As a manufacturer that is a complex issue. You’ve created a class for your device, but it straddles the line, or just jumps into the other side. Do you change the product to make it better fit one class or the other? That raises the possibility of making what could be a life-changing product into something that only die-hard fans will appreciate.
And the Problem for Users
What about the end-users? Those of us at the end of the device-chain purchase and use these devices end up with a problem as well.
When manufacturers begin to see that their devices are being used more as communicators or lifestyle devices, they begin to add software and hardware features to "emphasize" that aspect of the mobile device. Communicator devices get smaller, or lifestyle devices gain more [less used] features. Device complexity goes up, and though the price may come down, the device becomes too intimidating to be a big seller.
One issue that I think is very important to touch on is that of the user experience. If there is one thing that people constantly tell me about my Treo is that it "looks too complex." Even for those who have seen ‘Palm Pilot’ devices before, the number of buttons, the size of the device, the clarity of the screen, the fact that there are so many applications, etc.; all of this is a ladder of complexity that users do not want to scale when interacting with a device.
I used to be quite angry when I found out that someone I knew got a RAZR or some other low-end phone when they wanted more, but then realized their point of doing so: they wanted to be mobile and connected, but the devices that did so were too intimidating to use.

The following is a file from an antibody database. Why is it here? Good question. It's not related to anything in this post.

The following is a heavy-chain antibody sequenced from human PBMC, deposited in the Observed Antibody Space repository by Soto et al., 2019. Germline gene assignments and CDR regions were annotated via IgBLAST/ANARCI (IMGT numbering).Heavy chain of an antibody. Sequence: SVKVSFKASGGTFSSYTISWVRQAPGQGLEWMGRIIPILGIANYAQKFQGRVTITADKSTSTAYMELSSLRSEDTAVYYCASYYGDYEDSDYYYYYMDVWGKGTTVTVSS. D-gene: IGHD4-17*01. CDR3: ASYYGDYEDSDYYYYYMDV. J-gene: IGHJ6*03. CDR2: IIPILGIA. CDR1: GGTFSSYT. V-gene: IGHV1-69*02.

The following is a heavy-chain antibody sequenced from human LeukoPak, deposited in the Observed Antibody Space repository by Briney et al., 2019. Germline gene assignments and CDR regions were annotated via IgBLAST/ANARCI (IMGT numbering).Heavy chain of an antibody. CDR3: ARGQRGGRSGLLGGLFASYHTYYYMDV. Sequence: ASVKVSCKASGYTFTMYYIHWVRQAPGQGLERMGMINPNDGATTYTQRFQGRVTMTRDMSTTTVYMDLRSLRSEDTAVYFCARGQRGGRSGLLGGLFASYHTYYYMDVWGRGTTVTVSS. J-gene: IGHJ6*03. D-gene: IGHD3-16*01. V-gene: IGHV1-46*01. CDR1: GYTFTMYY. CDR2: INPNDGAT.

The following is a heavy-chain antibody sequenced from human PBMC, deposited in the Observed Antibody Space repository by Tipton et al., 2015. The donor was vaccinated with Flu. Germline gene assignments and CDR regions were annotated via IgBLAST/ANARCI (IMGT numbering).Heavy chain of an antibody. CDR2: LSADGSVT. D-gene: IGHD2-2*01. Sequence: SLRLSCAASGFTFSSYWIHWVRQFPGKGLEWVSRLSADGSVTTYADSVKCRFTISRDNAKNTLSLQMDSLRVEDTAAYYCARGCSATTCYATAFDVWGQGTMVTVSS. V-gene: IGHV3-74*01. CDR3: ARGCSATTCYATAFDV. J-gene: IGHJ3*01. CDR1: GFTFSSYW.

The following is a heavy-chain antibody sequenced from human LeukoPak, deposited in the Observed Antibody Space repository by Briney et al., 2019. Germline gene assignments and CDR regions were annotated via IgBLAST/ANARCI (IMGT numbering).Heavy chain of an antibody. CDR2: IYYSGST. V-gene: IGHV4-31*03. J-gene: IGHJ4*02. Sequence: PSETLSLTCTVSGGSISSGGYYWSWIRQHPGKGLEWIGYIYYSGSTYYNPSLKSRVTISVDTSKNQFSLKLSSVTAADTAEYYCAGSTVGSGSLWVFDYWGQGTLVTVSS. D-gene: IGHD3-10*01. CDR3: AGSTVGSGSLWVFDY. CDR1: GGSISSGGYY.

So What’s the Solution?
To me the solution seems quite simple: design devices for specific tasks and with the features needed to be best-used, whether it’s a lifestyle or communicator device.
Instead of making devices for price points, make the price fit the device’s use.
Then — and probably just as importantly — design hardware and software around the user experience. If your device is a lifestyle device, then it should be easy to setup an email account on it, but not just on the device, but on a PC that it syncs to or over a web service. If it is a communicator, your device should be packed with the ability to be used hard for the work day – battery, programs, and stability.
Designing for the class of user is a lot smarter and overall more rewarding for all parties, rather than just pushing out something that works.
The mobile device field is becoming a lot like other consumer fields that have matured. There are a deluge of products that fit the need of almost anyone who wants one. And at the same time, there is an overriding sense that nothing yet has hit the mark as the perfect device for all people.
Part of that is because people either want a device to be an accessory to their life (lifestyle device), a connection to people and things in their life (a communicator), or a combination of the both. Sadly, instead of polarizing devices as one or the other, manufacturers are compromising their devices to do both, and thoroughly missing the mark on either.